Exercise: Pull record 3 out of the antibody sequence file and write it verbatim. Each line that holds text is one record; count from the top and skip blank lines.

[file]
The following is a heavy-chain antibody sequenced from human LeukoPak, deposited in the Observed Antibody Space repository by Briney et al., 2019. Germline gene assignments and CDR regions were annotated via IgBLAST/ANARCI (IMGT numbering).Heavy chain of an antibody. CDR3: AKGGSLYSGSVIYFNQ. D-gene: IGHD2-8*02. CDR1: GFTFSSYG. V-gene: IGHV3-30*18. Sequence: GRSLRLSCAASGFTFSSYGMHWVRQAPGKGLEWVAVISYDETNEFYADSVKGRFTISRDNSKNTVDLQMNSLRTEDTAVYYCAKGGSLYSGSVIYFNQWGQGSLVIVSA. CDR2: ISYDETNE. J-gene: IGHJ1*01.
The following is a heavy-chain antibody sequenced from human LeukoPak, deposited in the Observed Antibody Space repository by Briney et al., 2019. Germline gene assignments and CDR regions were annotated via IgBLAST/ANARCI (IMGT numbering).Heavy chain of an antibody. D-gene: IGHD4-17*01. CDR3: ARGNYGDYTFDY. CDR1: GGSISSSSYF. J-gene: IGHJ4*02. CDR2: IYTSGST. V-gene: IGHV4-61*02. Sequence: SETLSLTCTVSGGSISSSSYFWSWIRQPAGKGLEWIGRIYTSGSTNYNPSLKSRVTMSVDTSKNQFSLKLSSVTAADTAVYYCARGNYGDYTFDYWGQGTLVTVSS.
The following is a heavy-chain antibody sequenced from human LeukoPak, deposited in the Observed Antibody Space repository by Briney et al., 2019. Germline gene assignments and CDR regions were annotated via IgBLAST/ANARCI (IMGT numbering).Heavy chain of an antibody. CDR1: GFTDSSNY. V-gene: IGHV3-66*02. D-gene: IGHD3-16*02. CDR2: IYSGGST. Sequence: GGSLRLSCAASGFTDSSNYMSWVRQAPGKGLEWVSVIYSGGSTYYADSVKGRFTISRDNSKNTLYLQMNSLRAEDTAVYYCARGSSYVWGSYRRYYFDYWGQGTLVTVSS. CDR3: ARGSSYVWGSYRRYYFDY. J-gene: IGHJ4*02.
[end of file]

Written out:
The following is a heavy-chain antibody sequenced from human LeukoPak, deposited in the Observed Antibody Space repository by Briney et al., 2019. Germline gene assignments and CDR regions were annotated via IgBLAST/ANARCI (IMGT numbering).Heavy chain of an antibody. CDR1: GFTDSSNY. V-gene: IGHV3-66*02. D-gene: IGHD3-16*02. CDR2: IYSGGST. Sequence: GGSLRLSCAASGFTDSSNYMSWVRQAPGKGLEWVSVIYSGGSTYYADSVKGRFTISRDNSKNTLYLQMNSLRAEDTAVYYCARGSSYVWGSYRRYYFDYWGQGTLVTVSS. CDR3: ARGSSYVWGSYRRYYFDY. J-gene: IGHJ4*02.